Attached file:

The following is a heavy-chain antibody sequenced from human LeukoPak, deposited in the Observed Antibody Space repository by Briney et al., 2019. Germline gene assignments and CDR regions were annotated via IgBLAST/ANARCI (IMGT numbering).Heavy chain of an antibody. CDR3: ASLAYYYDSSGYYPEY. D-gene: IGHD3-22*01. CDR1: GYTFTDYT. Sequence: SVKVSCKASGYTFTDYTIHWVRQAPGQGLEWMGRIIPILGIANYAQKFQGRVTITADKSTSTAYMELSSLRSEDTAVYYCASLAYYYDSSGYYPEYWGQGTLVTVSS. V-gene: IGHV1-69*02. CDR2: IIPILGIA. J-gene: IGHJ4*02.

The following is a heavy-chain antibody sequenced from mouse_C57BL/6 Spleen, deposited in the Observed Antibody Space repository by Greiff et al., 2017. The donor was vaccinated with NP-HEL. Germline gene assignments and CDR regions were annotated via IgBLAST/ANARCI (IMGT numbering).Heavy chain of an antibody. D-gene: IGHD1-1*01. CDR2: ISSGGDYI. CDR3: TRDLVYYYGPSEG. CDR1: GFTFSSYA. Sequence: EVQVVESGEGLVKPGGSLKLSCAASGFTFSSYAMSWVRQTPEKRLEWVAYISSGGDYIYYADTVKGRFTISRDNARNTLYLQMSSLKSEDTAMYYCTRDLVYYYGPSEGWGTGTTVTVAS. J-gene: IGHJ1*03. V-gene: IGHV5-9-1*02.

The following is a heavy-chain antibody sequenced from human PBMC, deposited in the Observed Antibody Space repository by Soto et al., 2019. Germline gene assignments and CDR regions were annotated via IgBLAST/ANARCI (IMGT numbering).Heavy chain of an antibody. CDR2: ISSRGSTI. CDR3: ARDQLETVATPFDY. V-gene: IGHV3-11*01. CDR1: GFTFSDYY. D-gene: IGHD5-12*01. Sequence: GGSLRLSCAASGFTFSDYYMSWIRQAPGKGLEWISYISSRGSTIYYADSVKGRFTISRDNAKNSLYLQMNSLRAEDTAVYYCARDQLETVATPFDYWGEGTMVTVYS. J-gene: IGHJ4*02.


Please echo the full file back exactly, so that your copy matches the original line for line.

The following is a heavy-chain antibody sequenced from human LeukoPak, deposited in the Observed Antibody Space repository by Briney et al., 2019. Germline gene assignments and CDR regions were annotated via IgBLAST/ANARCI (IMGT numbering).Heavy chain of an antibody. CDR3: ASLAYYYDSSGYYPEY. D-gene: IGHD3-22*01. CDR1: GYTFTDYT. Sequence: SVKVSCKASGYTFTDYTIHWVRQAPGQGLEWMGRIIPILGIANYAQKFQGRVTITADKSTSTAYMELSSLRSEDTAVYYCASLAYYYDSSGYYPEYWGQGTLVTVSS. V-gene: IGHV1-69*02. CDR2: IIPILGIA. J-gene: IGHJ4*02.

The following is a heavy-chain antibody sequenced from mouse_C57BL/6 Spleen, deposited in the Observed Antibody Space repository by Greiff et al., 2017. The donor was vaccinated with NP-HEL. Germline gene assignments and CDR regions were annotated via IgBLAST/ANARCI (IMGT numbering).Heavy chain of an antibody. D-gene: IGHD1-1*01. CDR2: ISSGGDYI. CDR3: TRDLVYYYGPSEG. CDR1: GFTFSSYA. Sequence: EVQVVESGEGLVKPGGSLKLSCAASGFTFSSYAMSWVRQTPEKRLEWVAYISSGGDYIYYADTVKGRFTISRDNARNTLYLQMSSLKSEDTAMYYCTRDLVYYYGPSEGWGTGTTVTVAS. J-gene: IGHJ1*03. V-gene: IGHV5-9-1*02.

The following is a heavy-chain antibody sequenced from human PBMC, deposited in the Observed Antibody Space repository by Soto et al., 2019. Germline gene assignments and CDR regions were annotated via IgBLAST/ANARCI (IMGT numbering).Heavy chain of an antibody. CDR2: ISSRGSTI. CDR3: ARDQLETVATPFDY. V-gene: IGHV3-11*01. CDR1: GFTFSDYY. D-gene: IGHD5-12*01. Sequence: GGSLRLSCAASGFTFSDYYMSWIRQAPGKGLEWISYISSRGSTIYYADSVKGRFTISRDNAKNSLYLQMNSLRAEDTAVYYCARDQLETVATPFDYWGEGTMVTVYS. J-gene: IGHJ4*02.